What Is A Company Constitution?
The constitution of a company is the document setting out the rules for the internal management of the company.
It is essentially a contract between the shareholders, directors, and the company, prescribing the rights, roles and responsibilities between these parties. Think of it as the rule book setting the foundations of the company.
Typically, a company would adopt a constitution when first incorporating, but some companies simply choose to rely on the replaceable rules of the Corporations Act 2001.
Some topics usually covered in a company constitution are:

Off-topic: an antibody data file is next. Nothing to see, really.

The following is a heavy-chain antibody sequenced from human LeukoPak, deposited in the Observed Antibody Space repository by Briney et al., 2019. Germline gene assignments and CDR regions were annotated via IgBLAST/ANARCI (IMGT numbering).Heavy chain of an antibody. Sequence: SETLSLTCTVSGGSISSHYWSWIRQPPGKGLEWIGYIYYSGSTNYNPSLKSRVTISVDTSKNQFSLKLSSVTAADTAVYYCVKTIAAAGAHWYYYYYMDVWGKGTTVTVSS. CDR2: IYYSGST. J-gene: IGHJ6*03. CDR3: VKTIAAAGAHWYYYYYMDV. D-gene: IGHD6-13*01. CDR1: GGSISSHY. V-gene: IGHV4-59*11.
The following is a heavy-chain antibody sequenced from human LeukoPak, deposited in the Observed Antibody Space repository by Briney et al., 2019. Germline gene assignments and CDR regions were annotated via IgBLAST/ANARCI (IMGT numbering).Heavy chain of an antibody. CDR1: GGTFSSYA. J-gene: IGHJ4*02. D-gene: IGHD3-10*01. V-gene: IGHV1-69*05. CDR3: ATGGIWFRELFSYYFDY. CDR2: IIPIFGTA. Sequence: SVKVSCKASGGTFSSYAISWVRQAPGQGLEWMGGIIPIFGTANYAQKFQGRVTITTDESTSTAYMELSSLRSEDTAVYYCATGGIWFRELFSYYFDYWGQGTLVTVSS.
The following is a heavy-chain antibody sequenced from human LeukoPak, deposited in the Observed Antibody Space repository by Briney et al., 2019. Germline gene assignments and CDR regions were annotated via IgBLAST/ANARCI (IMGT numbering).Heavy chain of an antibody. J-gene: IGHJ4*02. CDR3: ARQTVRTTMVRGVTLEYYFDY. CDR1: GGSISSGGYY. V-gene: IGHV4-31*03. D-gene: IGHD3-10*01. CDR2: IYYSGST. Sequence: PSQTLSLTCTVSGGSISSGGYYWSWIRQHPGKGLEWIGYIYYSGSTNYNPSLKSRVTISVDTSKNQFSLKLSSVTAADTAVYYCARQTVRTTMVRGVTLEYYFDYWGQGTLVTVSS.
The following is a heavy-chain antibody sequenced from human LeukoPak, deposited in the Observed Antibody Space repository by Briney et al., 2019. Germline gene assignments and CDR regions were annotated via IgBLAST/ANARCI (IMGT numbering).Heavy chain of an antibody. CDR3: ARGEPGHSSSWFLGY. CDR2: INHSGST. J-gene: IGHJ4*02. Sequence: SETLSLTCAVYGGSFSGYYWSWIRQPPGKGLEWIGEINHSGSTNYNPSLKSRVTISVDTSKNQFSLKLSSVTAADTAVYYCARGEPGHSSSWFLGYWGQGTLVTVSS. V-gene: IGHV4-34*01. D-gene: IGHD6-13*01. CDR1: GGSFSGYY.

- How to issue shares
- Rights of different share classes
- How unpaid shares work
- Liability of shareholders
- How transfer of shares work
- What happens to shares if a shareholder dies, is incapacitated or becomes bankrupt
- How to hold meetings and pass resolutions
- How voting works
- How shareholder proxies work
- How to appoint and remove directors
- Remuneration of directors
- Powers of directors
- Role of the secretary
- Role of the managing director
- How to execute documents
- Dividend rights
- Winding up the company
- Loans to shareholders
- Indemnity and insurance
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